It’s abundantly clear that West Ham need to sign a striker.
They’ve needed to sign a striker for the best part of 12 months, but as is often the case at the London Stadium, there’s been a rather substantial period of ‘making do’.
Truth be told, not signing one in that period has hardly been a disaster. West Ham completed their primary objective last season of avoiding relegation, and this season, miraculously, they are genuine contenders for European qualification.
Whether or not West Ham can keep up their form until the end of the season remains to be seen, but Sebastien Haller’s sudden departure to Ajax at the beginning of January has further highlighted the need, not desire, for a new striker to come in this summer.
Jesse Lingard’s versatility has somewhat softened the blow of losing Haller, while Jarrod Bowen and Andriy Yarmolenko have both shown they are capable deputies through the middle. But being capable of taking some of the pressure off Michail Antonio won’t cut it in the long run, so it’s no surprise to see a number of strikers being linked with a move to the club.
Boulaye Dia, Adam Armstrong, Eddie Nketiah and Youssef El-Nesyri are among the players who have been, and continue to be, discussed in media circles, but the new name on everybody’s lips is Tammy Abraham of Chelsea.
A scorer of 15 Premier League goals last season under Frank Lampard, it had looked for all the world that Abraham was the chosen one to be Chelsea’s lead striker for years to come.
But a substantial summer investment – to the tune of £220m or so – followed by the axing of Lampard as boss has seen the club veer off in a different direction, and Abraham currently finds himself behind Olivier Giroud and Timo Werner in Thomas Tuchel’s striking pecking order despite netting six Premier League goals this season.
He didn’t even make the matchday squad for the 0-0 draw with Manchester United, having been hooked at half-time in his only two Premier League starts under the German.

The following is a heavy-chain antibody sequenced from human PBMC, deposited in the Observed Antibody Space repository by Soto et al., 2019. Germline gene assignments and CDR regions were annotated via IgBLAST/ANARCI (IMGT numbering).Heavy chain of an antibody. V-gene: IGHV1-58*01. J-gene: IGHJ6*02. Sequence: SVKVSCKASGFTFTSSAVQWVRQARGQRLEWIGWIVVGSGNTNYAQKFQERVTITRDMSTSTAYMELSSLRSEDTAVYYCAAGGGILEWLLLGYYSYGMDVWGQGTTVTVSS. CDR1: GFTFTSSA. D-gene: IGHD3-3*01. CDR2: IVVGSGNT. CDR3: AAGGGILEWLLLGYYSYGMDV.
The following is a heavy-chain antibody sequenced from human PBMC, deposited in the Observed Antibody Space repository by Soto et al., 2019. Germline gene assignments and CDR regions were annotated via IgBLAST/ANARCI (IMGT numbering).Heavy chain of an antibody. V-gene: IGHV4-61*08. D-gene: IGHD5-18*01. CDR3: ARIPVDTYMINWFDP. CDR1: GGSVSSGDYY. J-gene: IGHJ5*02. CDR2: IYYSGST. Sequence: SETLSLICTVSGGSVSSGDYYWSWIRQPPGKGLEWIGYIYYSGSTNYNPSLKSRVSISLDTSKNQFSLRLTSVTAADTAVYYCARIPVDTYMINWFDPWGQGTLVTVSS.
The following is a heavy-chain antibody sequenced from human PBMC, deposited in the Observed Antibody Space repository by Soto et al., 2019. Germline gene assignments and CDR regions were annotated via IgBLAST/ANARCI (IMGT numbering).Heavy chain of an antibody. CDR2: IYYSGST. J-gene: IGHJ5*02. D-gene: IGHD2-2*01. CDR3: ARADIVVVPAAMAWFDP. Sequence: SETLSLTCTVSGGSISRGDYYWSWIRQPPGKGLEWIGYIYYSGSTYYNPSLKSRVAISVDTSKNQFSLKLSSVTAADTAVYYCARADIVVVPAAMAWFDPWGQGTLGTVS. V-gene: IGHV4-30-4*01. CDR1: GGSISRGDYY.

Abraham is said to be concerned by what the future may bring, and it’s easy to see why he’s unwilling to discuss a new contract at Chelsea. His current deal at Stamford Bridge has two years to run, and on the surface it would appear that any talks over extending that would purely provide Chelsea with market value protection, rather than any guaranteed game time.
At West Ham, you’d imagine that Abraham would not only want regular game time, he’d want assurances that the club would continue to invest and strive to be regular European contenders under David Moyes – more on that another time.
Abraham’s ability to score goals isn’t in question, but there’s one thing that West Ham supporters know better than most – it’s not always about how many you score, it’s about your all-round contribution and whether or not you’d fit in.
Now, more than ever, West Ham have a style of play and identity under Moyes, who despite being out of contract at the end of the season will surely be offered a new and improved long-term contract.
That style, and it’s one that has served the Hammers so well during 2020/21, has been about structured defensive organisation, and direct, aggressive forward play. Successful when using three, four or five at the back, West Ham have found a way to get the best out of the players they’ve got – but even they would be the first to admit they’re still heavily rely on what Antonio brings to the table.
It begs the question, would Abraham fit in as an alternative option? With a little bit of help from WhoScored and FBRef, some statistical digging has shown that in some respects the 23-year-old’s playing style isn’t actually too dissimilar from the striker West Ham sold, Haller, rather than the all-action Antonio.